This course aims to be an introduction to algorithm theory, a discipline that goes hand-in-hand with computer programming, but rather focuses on problem-independence, abstracting away concerns about control strategy and target programming language. Given the growing need for computational power, the importance of correct, efficient, robust and reusable algorithms cannot be underestimated. During the lectures, you will learn about several fundamental algorithm design paradigms, such as backtracking, brute-force, divide and conquer, greedy and simple recursive algorithms, keeping our eyes peeled on applications to fast sorting, searching and multiplication. You will see how different problems call for different data structures (e.g., hash tables, heaps, lists and trees), and how their time and space complexity vary by preferring one over the other. We investigate how social networks rely on graph algorithms to help connect you with your friends or to find the nearest place to eat out. Finally, we will see what our world would be like if a computer could just ‘flip coins’.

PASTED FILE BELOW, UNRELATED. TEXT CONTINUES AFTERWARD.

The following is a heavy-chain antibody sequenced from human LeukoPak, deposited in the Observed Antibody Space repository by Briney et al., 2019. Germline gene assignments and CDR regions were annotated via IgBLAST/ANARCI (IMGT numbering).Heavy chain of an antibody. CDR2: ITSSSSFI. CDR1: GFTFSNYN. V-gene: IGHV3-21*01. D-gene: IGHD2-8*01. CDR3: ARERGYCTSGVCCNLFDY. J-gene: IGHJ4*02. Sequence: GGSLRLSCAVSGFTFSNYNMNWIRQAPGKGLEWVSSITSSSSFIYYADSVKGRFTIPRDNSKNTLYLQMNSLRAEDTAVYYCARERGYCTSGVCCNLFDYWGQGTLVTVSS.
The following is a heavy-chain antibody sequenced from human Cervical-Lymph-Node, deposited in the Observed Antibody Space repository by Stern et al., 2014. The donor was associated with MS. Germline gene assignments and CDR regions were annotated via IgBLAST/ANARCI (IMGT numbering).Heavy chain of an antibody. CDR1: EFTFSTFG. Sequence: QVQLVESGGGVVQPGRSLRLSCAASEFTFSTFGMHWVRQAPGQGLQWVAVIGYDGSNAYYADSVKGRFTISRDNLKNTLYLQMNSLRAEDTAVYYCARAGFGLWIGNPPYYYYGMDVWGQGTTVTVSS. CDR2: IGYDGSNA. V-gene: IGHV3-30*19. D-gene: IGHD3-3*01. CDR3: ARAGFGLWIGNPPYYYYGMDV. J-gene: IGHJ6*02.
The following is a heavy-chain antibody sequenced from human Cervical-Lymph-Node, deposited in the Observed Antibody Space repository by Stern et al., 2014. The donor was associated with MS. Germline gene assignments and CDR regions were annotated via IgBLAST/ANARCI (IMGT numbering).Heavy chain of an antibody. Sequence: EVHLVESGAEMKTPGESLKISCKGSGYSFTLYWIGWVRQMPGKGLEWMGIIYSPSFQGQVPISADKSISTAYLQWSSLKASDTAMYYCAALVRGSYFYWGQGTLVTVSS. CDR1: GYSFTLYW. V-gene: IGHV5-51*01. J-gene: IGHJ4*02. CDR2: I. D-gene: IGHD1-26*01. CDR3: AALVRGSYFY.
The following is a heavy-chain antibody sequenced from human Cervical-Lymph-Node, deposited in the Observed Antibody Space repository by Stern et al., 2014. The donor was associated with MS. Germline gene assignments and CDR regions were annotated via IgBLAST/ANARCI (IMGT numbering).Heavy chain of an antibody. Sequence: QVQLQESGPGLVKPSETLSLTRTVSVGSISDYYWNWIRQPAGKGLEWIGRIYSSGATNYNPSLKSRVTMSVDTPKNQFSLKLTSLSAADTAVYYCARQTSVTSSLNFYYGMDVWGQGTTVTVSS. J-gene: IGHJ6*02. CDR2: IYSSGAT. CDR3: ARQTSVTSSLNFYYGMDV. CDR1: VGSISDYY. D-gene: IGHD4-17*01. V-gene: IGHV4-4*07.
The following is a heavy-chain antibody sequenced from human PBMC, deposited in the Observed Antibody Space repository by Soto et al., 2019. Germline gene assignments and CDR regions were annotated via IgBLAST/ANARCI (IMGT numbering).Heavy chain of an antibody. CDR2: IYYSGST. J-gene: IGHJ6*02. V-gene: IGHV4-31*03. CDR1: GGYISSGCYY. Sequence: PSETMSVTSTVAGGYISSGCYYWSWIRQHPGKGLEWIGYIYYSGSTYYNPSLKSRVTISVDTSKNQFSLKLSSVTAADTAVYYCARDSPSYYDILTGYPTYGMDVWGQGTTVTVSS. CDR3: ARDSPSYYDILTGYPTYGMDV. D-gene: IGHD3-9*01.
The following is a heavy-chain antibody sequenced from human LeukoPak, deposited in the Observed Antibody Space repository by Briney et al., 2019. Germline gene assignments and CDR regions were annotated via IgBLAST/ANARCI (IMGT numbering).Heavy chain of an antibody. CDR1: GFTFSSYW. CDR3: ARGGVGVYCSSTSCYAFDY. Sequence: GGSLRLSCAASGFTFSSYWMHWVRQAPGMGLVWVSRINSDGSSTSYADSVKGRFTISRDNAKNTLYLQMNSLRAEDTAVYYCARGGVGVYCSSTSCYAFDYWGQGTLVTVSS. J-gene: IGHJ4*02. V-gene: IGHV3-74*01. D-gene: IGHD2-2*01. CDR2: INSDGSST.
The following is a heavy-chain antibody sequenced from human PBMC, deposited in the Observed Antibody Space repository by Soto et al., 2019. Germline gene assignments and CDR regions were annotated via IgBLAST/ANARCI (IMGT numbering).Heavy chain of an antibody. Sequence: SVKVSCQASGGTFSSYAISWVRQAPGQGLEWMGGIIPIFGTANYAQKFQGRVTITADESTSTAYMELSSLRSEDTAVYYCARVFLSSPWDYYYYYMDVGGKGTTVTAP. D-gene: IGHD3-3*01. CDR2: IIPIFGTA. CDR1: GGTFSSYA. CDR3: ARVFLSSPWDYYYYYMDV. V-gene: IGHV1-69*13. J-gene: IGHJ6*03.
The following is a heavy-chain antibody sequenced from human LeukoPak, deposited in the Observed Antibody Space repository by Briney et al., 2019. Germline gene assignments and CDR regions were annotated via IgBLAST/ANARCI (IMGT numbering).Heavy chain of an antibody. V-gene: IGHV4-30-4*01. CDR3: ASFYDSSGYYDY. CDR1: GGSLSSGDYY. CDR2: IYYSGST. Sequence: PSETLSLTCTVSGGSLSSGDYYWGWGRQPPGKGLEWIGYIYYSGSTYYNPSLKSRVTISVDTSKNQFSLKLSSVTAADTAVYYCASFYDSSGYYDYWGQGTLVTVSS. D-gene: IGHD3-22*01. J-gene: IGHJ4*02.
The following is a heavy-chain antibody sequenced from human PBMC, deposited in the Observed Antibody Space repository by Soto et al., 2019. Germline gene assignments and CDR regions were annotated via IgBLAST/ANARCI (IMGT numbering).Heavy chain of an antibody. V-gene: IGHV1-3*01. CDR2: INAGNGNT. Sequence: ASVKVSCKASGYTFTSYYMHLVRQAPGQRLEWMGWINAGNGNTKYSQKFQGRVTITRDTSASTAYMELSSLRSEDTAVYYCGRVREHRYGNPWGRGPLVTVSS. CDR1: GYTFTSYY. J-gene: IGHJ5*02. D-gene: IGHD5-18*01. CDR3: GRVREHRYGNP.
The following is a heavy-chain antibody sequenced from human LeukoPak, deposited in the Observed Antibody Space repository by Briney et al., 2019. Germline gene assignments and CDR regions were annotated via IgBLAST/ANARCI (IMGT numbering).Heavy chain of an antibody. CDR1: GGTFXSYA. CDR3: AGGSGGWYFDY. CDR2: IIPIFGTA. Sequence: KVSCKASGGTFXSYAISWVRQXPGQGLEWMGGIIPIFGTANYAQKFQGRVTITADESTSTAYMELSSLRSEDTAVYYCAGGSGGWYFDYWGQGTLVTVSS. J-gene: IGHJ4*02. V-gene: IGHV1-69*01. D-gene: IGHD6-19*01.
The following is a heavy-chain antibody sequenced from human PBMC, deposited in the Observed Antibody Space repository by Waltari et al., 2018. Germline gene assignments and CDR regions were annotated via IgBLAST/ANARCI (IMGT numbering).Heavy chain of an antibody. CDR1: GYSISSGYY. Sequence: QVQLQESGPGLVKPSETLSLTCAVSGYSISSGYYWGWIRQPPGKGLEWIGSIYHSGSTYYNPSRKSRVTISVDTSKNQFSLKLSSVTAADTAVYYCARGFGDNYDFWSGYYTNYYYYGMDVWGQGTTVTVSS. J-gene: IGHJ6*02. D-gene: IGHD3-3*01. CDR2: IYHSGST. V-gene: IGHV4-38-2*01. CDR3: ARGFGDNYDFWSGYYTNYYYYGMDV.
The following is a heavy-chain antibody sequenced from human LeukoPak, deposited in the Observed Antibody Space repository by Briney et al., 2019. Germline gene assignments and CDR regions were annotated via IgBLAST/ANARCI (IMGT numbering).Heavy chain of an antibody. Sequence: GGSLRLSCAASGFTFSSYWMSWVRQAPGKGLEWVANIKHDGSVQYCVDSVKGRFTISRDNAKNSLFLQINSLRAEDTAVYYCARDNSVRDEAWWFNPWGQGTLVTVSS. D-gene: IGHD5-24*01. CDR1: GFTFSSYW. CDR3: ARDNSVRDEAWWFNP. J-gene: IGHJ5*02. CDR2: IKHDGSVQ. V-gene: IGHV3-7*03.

Module Leader:Norbert Pintye